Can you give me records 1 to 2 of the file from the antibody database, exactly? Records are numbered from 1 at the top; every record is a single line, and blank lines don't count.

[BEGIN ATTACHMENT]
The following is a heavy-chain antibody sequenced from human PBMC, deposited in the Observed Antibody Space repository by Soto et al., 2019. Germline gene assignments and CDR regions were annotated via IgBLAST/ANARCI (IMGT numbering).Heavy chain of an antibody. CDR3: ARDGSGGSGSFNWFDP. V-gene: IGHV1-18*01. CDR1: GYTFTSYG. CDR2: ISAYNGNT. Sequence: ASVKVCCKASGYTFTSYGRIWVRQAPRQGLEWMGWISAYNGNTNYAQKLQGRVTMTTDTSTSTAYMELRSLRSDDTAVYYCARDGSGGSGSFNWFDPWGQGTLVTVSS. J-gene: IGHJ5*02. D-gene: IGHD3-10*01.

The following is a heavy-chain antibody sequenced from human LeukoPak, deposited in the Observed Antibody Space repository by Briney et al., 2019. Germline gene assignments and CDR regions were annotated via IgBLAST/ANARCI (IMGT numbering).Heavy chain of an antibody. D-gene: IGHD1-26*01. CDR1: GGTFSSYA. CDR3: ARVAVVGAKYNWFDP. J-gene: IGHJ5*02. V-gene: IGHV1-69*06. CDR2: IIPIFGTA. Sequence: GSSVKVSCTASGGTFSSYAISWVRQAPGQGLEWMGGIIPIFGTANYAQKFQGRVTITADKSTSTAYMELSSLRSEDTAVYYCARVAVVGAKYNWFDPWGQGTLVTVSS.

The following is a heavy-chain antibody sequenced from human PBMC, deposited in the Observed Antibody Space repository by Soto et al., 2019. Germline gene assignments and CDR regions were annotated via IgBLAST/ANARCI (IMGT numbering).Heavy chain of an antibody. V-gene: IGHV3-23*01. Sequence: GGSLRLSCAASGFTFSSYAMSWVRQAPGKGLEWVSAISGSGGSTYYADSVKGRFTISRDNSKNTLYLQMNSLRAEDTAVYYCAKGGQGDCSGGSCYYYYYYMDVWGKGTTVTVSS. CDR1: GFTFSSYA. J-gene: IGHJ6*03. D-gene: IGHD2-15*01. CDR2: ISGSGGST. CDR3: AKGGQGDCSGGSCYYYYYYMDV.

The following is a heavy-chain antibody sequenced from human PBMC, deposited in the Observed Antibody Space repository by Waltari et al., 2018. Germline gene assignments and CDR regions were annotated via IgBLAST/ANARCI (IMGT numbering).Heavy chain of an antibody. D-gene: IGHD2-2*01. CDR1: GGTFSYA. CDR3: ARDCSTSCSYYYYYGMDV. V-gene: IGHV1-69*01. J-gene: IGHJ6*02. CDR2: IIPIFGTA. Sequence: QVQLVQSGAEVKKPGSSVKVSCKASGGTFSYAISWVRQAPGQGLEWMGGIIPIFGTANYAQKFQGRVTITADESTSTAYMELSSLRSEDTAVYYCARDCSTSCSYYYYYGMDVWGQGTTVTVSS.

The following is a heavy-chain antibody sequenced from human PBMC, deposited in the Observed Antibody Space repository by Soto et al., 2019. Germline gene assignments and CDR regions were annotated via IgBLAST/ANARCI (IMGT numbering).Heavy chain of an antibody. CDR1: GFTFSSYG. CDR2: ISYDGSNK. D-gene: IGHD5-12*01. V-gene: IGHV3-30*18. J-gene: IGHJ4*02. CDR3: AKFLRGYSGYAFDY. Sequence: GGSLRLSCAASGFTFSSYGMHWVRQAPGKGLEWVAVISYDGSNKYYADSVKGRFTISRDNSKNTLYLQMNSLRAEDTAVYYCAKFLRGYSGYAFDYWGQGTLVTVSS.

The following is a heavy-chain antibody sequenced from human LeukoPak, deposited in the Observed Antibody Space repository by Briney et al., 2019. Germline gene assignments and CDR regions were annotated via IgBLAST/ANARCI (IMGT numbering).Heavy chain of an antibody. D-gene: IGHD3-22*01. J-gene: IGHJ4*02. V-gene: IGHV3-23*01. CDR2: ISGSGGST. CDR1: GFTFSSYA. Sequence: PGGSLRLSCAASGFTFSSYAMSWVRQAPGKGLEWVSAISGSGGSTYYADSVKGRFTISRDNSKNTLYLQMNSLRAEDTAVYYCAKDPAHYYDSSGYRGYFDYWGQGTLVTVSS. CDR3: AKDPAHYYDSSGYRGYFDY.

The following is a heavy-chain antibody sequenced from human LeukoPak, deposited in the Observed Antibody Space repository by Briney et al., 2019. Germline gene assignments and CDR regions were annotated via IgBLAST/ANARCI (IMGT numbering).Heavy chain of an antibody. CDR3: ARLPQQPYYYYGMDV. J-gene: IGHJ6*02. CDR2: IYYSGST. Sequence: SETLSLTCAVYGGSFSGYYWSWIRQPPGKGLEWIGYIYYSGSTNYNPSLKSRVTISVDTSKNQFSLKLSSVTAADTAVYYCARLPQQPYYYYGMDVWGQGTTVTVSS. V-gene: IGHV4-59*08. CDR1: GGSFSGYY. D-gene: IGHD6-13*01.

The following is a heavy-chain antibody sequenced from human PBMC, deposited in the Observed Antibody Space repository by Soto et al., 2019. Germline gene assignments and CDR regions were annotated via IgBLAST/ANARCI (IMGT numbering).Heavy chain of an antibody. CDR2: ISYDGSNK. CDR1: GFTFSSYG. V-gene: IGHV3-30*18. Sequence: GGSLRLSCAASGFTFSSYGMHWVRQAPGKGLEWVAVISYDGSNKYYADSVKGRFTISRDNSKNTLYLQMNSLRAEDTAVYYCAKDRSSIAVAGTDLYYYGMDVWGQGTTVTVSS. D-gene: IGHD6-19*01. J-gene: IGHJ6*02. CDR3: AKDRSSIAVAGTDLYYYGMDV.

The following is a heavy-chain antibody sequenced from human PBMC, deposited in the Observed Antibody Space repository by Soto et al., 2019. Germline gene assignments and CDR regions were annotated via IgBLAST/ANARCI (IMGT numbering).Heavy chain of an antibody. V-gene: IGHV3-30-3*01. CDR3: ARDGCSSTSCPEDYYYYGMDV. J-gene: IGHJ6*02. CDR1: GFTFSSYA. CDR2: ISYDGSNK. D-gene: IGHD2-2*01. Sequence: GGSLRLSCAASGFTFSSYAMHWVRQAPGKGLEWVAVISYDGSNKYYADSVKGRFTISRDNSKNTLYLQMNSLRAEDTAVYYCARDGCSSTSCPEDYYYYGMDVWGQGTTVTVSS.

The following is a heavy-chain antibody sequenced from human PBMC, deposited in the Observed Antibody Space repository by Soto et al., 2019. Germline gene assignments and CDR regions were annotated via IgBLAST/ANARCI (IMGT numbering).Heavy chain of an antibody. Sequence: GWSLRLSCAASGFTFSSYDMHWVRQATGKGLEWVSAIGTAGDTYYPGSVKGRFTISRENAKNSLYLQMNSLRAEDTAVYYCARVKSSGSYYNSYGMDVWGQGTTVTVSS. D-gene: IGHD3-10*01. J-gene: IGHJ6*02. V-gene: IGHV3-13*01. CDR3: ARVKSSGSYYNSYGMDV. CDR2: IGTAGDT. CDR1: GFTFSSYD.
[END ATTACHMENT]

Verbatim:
The following is a heavy-chain antibody sequenced from human PBMC, deposited in the Observed Antibody Space repository by Soto et al., 2019. Germline gene assignments and CDR regions were annotated via IgBLAST/ANARCI (IMGT numbering).Heavy chain of an antibody. CDR3: ARDGSGGSGSFNWFDP. V-gene: IGHV1-18*01. CDR1: GYTFTSYG. CDR2: ISAYNGNT. Sequence: ASVKVCCKASGYTFTSYGRIWVRQAPRQGLEWMGWISAYNGNTNYAQKLQGRVTMTTDTSTSTAYMELRSLRSDDTAVYYCARDGSGGSGSFNWFDPWGQGTLVTVSS. J-gene: IGHJ5*02. D-gene: IGHD3-10*01.

The following is a heavy-chain antibody sequenced from human LeukoPak, deposited in the Observed Antibody Space repository by Briney et al., 2019. Germline gene assignments and CDR regions were annotated via IgBLAST/ANARCI (IMGT numbering).Heavy chain of an antibody. D-gene: IGHD1-26*01. CDR1: GGTFSSYA. CDR3: ARVAVVGAKYNWFDP. J-gene: IGHJ5*02. V-gene: IGHV1-69*06. CDR2: IIPIFGTA. Sequence: GSSVKVSCTASGGTFSSYAISWVRQAPGQGLEWMGGIIPIFGTANYAQKFQGRVTITADKSTSTAYMELSSLRSEDTAVYYCARVAVVGAKYNWFDPWGQGTLVTVSS.